10 July 2008

IFJ Calls for End to Media Repression in Ethiopia

The International Federation of Journalists (IFJ) today condemned recent press freedom violations in Ethiopia and called on the African Union, the United Nations and the international community to stop the Ethiopian government's repression of the media.

Last week the ruling party Ethiopian People's Revolutionary Democratic Front led the passage in Parliament of a new law that allows the state prosecutor to censor the media to "protect national security," imposes heavy fines on media outlets that break the law and restricts access to information by the media and the public.

A day after the law was passed, Ethiopia's High Court issued an order to the federal police to collect fines from four publishing houses stemming from convictions related to the 2005 post-election riots. The government also blocked the issue of press licenses to some of the owners of these outlets.

"We are deeply disappointed by the serious press freedom violations committed by the Ethiopian government and the law passed by the Parliament," said Gabriel Baglo, the Director of IFJ Africa office. "We call on the African Union, the United Nations and the international community to put pressure on the government of Prime Minister Meles Zenawi to stop the repression on the media."

On Tuesday July 2, Ethiopia's parliament passed the new media law, the Mass Media and Freedom of Information Proclamation, which had been discussed since 2002. The law allows the state prosecutors to invoke national security as grounds for impounding materials prior to publication and distribution.

The IFJ believes the law should be abolished because of the draconian restrictions it puts on the press even though it does include some improvements from the media law passed in 1992, including the lifting of jail terms for journalists convicted of press offences and the right of journalists to create an independent professional organisation.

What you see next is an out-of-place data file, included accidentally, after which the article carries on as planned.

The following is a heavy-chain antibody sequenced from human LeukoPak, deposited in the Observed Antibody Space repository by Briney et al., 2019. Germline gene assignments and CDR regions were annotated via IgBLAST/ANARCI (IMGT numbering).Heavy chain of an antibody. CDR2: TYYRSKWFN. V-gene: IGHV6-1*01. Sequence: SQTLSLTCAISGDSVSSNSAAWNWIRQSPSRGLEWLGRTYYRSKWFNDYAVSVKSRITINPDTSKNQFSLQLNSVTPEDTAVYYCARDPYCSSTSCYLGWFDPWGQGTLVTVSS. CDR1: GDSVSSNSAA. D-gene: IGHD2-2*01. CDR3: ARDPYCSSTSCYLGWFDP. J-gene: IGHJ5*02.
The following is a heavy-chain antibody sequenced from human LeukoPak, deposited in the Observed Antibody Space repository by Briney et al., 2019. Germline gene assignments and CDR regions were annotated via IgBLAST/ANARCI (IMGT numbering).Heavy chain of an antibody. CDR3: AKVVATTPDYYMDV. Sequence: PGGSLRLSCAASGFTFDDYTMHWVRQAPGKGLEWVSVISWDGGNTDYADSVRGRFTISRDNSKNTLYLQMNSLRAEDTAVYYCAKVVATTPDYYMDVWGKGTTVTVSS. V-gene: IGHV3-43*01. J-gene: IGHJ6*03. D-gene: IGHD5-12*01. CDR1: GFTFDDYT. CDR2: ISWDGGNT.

"We share the fear of local journalists that the good points of this law will not be respected by the government," said Gabriel Baglo. "We can easily doubt the good faith of a government which refuses to issue licenses to media owners who fulfill all the legal requirements."

Serkalem Fasil, journalist and owner of Serkalem Publishing, and other media owners were told last year by the Ministry of Information that they had fulfilled all legal requirements and are entitled to the licenses by law. Ten months later, however, they have not yet received their licenses. According to local sources, their file has been blocked by the Prime Minister office for unknown reason.

On 3 July the Federal High Court ordered Serkalem Publishing and three others, Sisay Publishing, Zekarias Publishing and Fasil Publishing, to pay fines ranging from 15,000 to 120,000 Birr (1,000 to 8,000 Euros) stemming from convictions related to the 2005 post-election riots. The decision said the police will collect the fines and the publishers will be summoned on January 2009 if they fail to pay by then.

For further information contact the IFJ: +221 33 842 01 43

The IFJ represents over 600,000 journalists in 122 countries

Press Releases, East Africa, Ethiopia, Africa

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